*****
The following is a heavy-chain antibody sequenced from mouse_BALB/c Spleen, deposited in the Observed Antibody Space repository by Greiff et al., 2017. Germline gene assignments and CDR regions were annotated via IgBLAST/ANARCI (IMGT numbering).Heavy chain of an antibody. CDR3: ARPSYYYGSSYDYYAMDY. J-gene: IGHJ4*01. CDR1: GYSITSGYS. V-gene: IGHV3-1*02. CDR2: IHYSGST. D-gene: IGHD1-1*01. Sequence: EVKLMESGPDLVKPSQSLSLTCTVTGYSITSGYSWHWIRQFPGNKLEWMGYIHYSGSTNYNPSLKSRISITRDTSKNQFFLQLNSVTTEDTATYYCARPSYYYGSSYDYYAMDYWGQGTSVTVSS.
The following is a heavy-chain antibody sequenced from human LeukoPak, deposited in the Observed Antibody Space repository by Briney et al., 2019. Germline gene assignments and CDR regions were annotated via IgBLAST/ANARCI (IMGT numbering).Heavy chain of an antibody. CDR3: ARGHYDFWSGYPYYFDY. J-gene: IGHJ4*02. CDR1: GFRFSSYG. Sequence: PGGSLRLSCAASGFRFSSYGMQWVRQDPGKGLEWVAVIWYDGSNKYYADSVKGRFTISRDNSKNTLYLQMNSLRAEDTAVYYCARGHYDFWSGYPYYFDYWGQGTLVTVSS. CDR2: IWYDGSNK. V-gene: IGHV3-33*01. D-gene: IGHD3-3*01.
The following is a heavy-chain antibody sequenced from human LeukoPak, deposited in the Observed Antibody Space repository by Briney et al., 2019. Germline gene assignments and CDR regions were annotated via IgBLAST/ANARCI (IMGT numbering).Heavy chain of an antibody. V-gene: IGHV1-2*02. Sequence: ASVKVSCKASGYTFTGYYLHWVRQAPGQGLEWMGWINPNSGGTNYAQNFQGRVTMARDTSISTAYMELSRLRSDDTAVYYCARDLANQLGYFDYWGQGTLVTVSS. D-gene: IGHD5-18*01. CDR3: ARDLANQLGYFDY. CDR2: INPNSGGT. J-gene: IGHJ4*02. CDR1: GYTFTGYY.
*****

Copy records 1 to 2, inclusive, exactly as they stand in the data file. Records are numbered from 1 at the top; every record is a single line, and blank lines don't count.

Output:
The following is a heavy-chain antibody sequenced from mouse_BALB/c Spleen, deposited in the Observed Antibody Space repository by Greiff et al., 2017. Germline gene assignments and CDR regions were annotated via IgBLAST/ANARCI (IMGT numbering).Heavy chain of an antibody. CDR3: ARPSYYYGSSYDYYAMDY. J-gene: IGHJ4*01. CDR1: GYSITSGYS. V-gene: IGHV3-1*02. CDR2: IHYSGST. D-gene: IGHD1-1*01. Sequence: EVKLMESGPDLVKPSQSLSLTCTVTGYSITSGYSWHWIRQFPGNKLEWMGYIHYSGSTNYNPSLKSRISITRDTSKNQFFLQLNSVTTEDTATYYCARPSYYYGSSYDYYAMDYWGQGTSVTVSS.
The following is a heavy-chain antibody sequenced from human LeukoPak, deposited in the Observed Antibody Space repository by Briney et al., 2019. Germline gene assignments and CDR regions were annotated via IgBLAST/ANARCI (IMGT numbering).Heavy chain of an antibody. CDR3: ARGHYDFWSGYPYYFDY. J-gene: IGHJ4*02. CDR1: GFRFSSYG. Sequence: PGGSLRLSCAASGFRFSSYGMQWVRQDPGKGLEWVAVIWYDGSNKYYADSVKGRFTISRDNSKNTLYLQMNSLRAEDTAVYYCARGHYDFWSGYPYYFDYWGQGTLVTVSS. CDR2: IWYDGSNK. V-gene: IGHV3-33*01. D-gene: IGHD3-3*01.